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Similar white matter changes in schizophrenia and bipolar disorder: A tract-based spatial statistics study

  • Letizia Squarcina,

    Affiliation IRCCS “E. Medea” Scientific Institute, Bosisio Parini, Lecco, Italy

  • Marcella Bellani,

    Affiliation Section of Psychiatry, AOUI Verona, Verona, Italy

  • Maria Gloria Rossetti,

    Affiliation Section of Psychiatry, Department of Neurosciences, Biomedicine and Movement Sciences, University of Verona, Verona, Italy

  • Cinzia Perlini,

    Affiliation Section of Clinical Psychology, Department of Neurosciences, Biomedicine and Movement Sciences, Verona, Italy

  • Giuseppe Delvecchio,

    Affiliation Department of Radiology, University of Verona, Verona, Italy

  • Nicola Dusi,

    Affiliation Section of Psychiatry, AOUI Verona, Verona, Italy

  • Marco Barillari,

    Affiliation Department of Radiology, University of Verona, Verona, Italy

  • Mirella Ruggeri,

    Affiliation Section of Psychiatry, AOUI Verona, Verona, Italy

  • Carlo A. Altamura,

    Affiliation Department of Neurosciences and Mental Health, Fondazione IRCCS Ca' Granda Ospedale Maggiore Policlinico, University of Milan, Milan, Italy

  • Alessandra Bertoldo,

    Affiliation Department of Information Engineering (DEI), University of Padova, Padova, Italy

  • Paolo Brambilla

    Affiliations Department of Neurosciences and Mental Health, Fondazione IRCCS Ca' Granda Ospedale Maggiore Policlinico, University of Milan, Milan, Italy, Department of Psychiatry and Behavioral Sciences, UTHouston Medical School, Houston, Texas, United States of America


Several strands of evidence reported a significant overlapping, in terms of clinical symptoms, epidemiology and treatment response, between the two major psychotic disorders—Schizophrenia (SCZ) and Bipolar Disorder (BD). Nevertheless, the shared neurobiological correlates of these two disorders are far from conclusive. This study aims toward a better understanding of possible common microstructural brain alterations in SCZ and BD. Magnetic Resonance Diffusion data of 33 patients with BD, 19 with SCZ and 35 healthy controls were acquired. Diffusion indexes were calculated, then analyzed using Tract-Based Spatial Statistics (TBSS). We tested correlations with clinical and psychological variables. In both patient groups mean diffusion (MD), volume ratio (VR) and radial diffusivity (RD) showed a significant increase, while fractional anisotropy (FA) and mode (MO) decreased compared to the healthy group. Changes in diffusion were located, for both diseases, in the fronto-temporal and callosal networks. Finally, no significant differences were identified between patient groups, and a significant correlations between length of disease and FA and VR within the corpus callosum, corona radiata and thalamic radiation were observed in bipolar disorder. To our knowledge, this is the first study applying TBSS on all the DTI indexes at the same time in both patient groups showing that they share similar impairments in microstructural connectivity, with particular regards to fronto-temporal and callosal communication, which are likely to worsen over time. Such features may represent neural common underpinnings characterizing major psychoses and confirm the central role of white matter pathology in schizophrenia and bipolar disorder.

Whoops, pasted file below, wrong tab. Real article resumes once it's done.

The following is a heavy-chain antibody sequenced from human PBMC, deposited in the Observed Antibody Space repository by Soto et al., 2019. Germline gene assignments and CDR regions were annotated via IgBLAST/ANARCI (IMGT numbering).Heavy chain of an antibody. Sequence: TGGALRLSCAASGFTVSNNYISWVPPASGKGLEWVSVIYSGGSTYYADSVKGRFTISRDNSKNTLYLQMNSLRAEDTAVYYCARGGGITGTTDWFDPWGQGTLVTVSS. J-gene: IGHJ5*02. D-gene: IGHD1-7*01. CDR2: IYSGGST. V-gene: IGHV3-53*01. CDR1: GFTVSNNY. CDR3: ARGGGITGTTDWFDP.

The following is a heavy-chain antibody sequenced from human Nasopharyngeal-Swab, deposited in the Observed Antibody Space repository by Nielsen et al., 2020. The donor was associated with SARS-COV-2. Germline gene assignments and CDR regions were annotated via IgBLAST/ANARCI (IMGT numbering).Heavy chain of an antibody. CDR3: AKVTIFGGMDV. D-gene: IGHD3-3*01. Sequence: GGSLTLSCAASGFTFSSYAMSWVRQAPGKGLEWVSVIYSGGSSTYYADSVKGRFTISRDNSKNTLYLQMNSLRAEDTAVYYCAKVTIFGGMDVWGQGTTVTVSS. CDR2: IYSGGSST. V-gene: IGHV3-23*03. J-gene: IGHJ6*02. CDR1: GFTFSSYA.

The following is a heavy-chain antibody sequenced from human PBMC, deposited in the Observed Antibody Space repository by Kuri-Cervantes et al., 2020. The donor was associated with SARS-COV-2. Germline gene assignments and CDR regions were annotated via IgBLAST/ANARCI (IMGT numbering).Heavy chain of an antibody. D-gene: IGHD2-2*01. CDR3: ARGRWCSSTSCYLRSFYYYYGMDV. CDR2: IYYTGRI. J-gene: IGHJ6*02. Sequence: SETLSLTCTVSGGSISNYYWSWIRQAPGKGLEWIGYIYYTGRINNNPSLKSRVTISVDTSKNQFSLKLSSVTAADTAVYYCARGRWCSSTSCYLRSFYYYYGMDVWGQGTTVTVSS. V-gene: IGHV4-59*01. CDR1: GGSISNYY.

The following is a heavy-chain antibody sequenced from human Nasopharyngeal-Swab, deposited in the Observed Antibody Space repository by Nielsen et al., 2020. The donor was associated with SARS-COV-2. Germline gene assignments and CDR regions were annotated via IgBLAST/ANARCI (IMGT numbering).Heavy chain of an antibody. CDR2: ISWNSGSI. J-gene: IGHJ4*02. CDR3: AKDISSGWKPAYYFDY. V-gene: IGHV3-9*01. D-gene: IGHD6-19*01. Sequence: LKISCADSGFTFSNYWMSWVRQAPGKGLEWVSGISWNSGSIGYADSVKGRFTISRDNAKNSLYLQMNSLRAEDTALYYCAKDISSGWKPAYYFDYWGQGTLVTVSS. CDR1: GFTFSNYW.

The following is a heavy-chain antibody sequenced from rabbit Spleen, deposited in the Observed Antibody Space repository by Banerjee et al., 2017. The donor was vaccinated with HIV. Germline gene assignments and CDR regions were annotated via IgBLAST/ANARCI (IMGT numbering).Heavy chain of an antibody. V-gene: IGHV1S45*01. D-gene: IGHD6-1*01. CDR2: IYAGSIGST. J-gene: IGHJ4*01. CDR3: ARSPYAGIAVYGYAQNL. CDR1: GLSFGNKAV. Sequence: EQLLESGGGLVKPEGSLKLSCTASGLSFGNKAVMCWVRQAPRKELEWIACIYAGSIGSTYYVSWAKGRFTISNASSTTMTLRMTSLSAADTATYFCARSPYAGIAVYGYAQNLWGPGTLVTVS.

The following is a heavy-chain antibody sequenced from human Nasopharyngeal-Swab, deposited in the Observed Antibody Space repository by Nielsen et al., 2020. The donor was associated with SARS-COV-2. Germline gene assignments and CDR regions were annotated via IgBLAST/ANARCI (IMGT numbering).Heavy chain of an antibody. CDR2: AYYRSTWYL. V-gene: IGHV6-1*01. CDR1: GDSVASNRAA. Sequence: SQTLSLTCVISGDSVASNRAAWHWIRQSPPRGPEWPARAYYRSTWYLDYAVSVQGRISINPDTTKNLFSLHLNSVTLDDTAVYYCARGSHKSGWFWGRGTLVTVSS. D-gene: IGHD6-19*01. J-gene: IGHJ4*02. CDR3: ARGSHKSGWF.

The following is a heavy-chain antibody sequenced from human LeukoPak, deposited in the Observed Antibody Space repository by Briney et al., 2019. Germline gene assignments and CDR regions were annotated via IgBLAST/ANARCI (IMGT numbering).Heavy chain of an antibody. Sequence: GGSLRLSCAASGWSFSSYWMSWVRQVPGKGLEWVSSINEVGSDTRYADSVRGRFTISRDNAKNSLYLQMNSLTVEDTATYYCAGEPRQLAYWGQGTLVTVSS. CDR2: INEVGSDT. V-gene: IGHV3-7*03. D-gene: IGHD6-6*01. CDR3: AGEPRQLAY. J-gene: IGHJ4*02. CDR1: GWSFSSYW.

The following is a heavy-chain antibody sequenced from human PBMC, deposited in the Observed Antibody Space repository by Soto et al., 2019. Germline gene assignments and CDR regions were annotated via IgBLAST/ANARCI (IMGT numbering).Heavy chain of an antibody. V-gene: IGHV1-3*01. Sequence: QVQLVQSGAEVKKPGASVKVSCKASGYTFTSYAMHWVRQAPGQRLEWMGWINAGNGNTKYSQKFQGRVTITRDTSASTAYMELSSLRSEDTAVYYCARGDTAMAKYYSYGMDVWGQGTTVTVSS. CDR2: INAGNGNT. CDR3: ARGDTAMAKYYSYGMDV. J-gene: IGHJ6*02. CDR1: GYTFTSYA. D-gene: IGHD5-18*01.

Several studies consistently reported that Bipolar Disorder (BD) and schizophrenia (SCZ) share clinical, cognitive and genetic aspects [1][2][3][4][5] overcoming the Kraepelinian dichotomy theory [6] which considers BD and SCZ as two distinct diseases. Indeed, in recent years, changes in diffusion measures in BD and SCZ have been investigated under the hypothesis that diffusion alterations, particularly in the white matter (WM), can unveil structural connectivity modifications characterizing major psychoses [7].

In this context, Diffusion Tensor Imaging (DTI) enables the investigation of microstructural alterations in the organization and orientation of WM tracts, through the extraction of specific diffusion indexes interconnected with each other [8][9]. Specifically, fractional anisotropy (FA) measures how much one direction is prevailing on the others inside a particular voxel, whereas mean diffusivity (MD) represents the magnitude of the diffusion. Axial (AD) and radial diffusivity (RD) measure the amount of diffusion that occurs along the principal axis of the diffusion tensor and perpendicularly to it. Volume ratio (VR) gives a measure of the ratio between the ellipsoid volume and that of a sphere having a radius equivalent to the mean diffusivity. Finally, mode (MO) [10], is related to the three-dimensional characteristics of anisotropy (from linear to planar). The analysis of these indexes provides insight into WM microstructural alterations.